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Book Corner                                                                     October 15, 2007
       
                                      

SEMINARY BOY
By John Cornwell
New York:  Doubleday, 2006  Pp. 320

Reviewed by Dr. Susan K. Hedahl            

           

            John Cornwell is an author and currently Director of the Science and Human Dimension Project at Jesus College, Cambridge.  His work is a tenderhearted and realistic look at his life as a young teen-ager in a Roman Catholic seminary in the West Midlands of England just after World War II. 

            Brought up in a family with a father afflicted by epilepsy and psychological problems, a wildly determined, fierce Irish Catholic mother and many siblings, Cornwell finds himself stranded between two radically different worlds: the turbulent life of a poor family on holidays and the austere and intellectual demanding community of Cotton College.

            Choices mark the seminary boy's path.  As Cornwell moves through his seminary education he reads avidly about different models of spirituality.  Should he follow Thomas a Kempis,  Francis de Sales,  or Saint Therese's path?  And what about friends?  In friendships made and broken, he details the deep uncertainities of  an attachment as he slowly becomes aware that he must choose to resist or allow a seduction by one of the boys.  He learns about what the priests describe as "unnatural attachment."  The ambiguous and heart-wrenching mixture of religion, love and adolescent sexuality are portrayed honestly and without contempt.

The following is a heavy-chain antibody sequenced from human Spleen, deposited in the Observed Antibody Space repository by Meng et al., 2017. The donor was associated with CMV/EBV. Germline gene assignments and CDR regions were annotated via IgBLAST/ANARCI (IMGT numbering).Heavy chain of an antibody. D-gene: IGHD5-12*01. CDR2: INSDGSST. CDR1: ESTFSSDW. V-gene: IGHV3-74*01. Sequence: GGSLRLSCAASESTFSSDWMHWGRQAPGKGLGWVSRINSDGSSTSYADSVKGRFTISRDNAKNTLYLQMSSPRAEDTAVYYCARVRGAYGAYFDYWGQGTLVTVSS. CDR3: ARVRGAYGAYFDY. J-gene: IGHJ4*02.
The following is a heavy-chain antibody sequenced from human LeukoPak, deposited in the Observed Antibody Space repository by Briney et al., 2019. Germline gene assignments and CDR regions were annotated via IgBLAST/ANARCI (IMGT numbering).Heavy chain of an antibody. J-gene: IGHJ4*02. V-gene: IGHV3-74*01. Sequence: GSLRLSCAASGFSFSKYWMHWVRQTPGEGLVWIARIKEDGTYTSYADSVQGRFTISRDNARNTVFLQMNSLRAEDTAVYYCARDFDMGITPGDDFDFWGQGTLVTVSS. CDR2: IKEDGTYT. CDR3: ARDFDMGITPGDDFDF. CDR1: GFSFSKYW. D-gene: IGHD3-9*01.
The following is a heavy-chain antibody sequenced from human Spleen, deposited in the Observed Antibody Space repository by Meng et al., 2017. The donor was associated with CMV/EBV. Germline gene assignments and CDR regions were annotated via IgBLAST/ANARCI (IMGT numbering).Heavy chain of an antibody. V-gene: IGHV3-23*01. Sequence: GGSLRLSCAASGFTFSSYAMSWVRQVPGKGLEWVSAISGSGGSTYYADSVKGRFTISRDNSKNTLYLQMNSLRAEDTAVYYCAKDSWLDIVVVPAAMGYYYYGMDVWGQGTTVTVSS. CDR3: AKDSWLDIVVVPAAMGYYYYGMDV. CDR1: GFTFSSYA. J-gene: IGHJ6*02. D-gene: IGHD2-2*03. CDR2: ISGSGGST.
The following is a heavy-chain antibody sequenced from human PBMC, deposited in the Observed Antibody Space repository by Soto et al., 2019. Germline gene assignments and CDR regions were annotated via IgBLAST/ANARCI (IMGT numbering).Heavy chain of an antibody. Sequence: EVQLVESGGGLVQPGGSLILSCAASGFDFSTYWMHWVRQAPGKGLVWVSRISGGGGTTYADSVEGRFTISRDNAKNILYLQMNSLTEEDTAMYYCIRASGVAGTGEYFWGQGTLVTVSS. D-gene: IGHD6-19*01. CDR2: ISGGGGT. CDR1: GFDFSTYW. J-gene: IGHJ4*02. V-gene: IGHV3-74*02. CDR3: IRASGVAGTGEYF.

What of the different priest-teachers at Cotton College?  As an early twenty-first century reader, habituated to expect the worse by the last 20 years of newspaper headlines, one is pleasantly surprised to read of the generally positive influence the sometimes-eccentric teachers had on Cornwell.  For the most part they loved their subject matter, were patient with the boys but swift to discipline, maintained their boundaries and in some cases took pains to cultivate the talents they saw in Cornwell.  One is also struck by the honesty and unwillingness to make Cornwell or his peers feel guilty when it came to the boys' struggles with the realities of developing adolescent sexuality.

            This work excels in Cornwell's exquisite descriptions of a young boy who learns to love God, who finds the strains of passionate religious devotion within himself as he explores the loving heart of Jesus and its contrast with the wild, rugged beauty of the countryside around the College which bespeaks of God, Creator.  It is a rare work that can describe adolescent spirituality with the fine and delicate manner Cornwell employs.

            If you are interested in spiritual autobiography, this is one of the finest early twenty-first century examples one might find.